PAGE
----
I left my full-time job to pursue a freelance career a few months before my 26th birthday. Talk about bad timing. I was about to lose access to my parent’s health insurance and I was giving up the benefits that come with full-time work.
The good news is that ticking clock was the push I needed to figure out my own benefits, from health insurance to retirement savings and time off. Here are four key benefits you should consider as a freelancer.
Health, dental and vision insurance
I began my search for health insurance at HealthCare.gov which led me to my state’s marketplace (you can find your state’s marketplace here). Based off your income and your needs, you should be able to find a plan that is a good fit for you or your family.
Vision and dental insurance may not be included in your marketplace health insurance plan. If these are important to you, you can choose a stand-alone plan. Dental is typically offered separately through the marketplace; however, for stand-alone vision plans you’ll need to contact a third-party. Vision coverage for children, however, is included in all marketplace plans.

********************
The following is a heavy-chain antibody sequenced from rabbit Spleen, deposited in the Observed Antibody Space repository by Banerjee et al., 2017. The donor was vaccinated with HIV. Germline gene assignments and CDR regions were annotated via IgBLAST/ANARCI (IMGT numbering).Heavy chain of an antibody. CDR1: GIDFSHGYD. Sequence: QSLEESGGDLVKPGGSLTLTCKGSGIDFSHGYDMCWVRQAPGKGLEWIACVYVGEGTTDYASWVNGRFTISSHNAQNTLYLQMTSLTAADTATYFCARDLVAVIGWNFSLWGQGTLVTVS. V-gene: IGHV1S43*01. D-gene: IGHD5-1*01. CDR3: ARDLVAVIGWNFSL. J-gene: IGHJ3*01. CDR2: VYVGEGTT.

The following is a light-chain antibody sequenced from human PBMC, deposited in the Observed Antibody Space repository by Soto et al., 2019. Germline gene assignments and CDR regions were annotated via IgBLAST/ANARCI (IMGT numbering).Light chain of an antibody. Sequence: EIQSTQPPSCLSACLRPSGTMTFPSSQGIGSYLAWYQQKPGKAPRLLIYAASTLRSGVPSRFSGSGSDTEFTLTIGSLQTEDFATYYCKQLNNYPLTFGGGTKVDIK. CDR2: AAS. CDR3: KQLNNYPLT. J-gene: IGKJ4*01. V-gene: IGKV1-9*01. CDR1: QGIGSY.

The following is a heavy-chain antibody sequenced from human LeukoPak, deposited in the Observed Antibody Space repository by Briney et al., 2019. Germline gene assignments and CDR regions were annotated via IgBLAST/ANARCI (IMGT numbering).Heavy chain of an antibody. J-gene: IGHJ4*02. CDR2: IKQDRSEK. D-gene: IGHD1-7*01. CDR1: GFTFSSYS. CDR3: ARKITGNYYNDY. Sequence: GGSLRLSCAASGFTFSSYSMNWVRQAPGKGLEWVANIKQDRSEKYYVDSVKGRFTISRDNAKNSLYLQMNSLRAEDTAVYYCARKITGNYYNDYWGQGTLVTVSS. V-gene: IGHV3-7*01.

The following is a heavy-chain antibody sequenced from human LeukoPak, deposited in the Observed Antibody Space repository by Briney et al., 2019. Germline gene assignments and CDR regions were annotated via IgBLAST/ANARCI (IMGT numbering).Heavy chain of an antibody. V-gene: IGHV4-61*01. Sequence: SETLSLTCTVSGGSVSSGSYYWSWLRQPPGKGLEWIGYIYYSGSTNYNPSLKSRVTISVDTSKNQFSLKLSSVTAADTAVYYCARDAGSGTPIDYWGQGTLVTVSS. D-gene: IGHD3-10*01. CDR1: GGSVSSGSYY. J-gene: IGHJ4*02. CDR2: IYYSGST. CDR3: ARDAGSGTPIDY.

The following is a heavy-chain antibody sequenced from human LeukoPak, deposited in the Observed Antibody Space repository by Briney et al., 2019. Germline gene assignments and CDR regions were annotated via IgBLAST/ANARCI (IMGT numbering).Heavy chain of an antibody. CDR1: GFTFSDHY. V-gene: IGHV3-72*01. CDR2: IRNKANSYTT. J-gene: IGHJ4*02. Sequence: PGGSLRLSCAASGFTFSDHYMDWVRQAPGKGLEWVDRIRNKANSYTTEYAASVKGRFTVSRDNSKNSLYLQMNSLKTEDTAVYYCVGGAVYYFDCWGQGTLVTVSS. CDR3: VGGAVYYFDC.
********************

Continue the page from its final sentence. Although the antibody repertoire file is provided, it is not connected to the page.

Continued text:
Just like with a full-time job, you can only enroll for healthcare during the open enrollment period unless you qualify for a special enrollment period. Losing employer sponsored coverage is typically one of those times (you can learn more about Special Enrollment Periods here).
Retirement savings plans
Saying goodbye to an employer-sponsored 401(k) can be tough (especially if it came with a company match), but there are other options to save for retirement if you’re self-employed.
An Individual Retirement Account (IRA) is a common retirement savings option that offers tax advantages. IRAs come in two varieties: traditional or Roth. The major difference between the two is whether you’ll pay taxes upfront on your contributions (Roth IRA) or when you withdraw them in retirement (traditional IRA). Both grow tax-free.
There are also limits to how much you can contribute to your IRA (both traditional and Roth). As of 2022, you can’t contribute more than $6,000 a year ($7,000 if you’re 50 or older). Plus, if your income exceeds certain limits, you can no longer contribute directly to a Roth IRA. You also may not get a full tax deduction for traditional IRA contributions if you make too much money.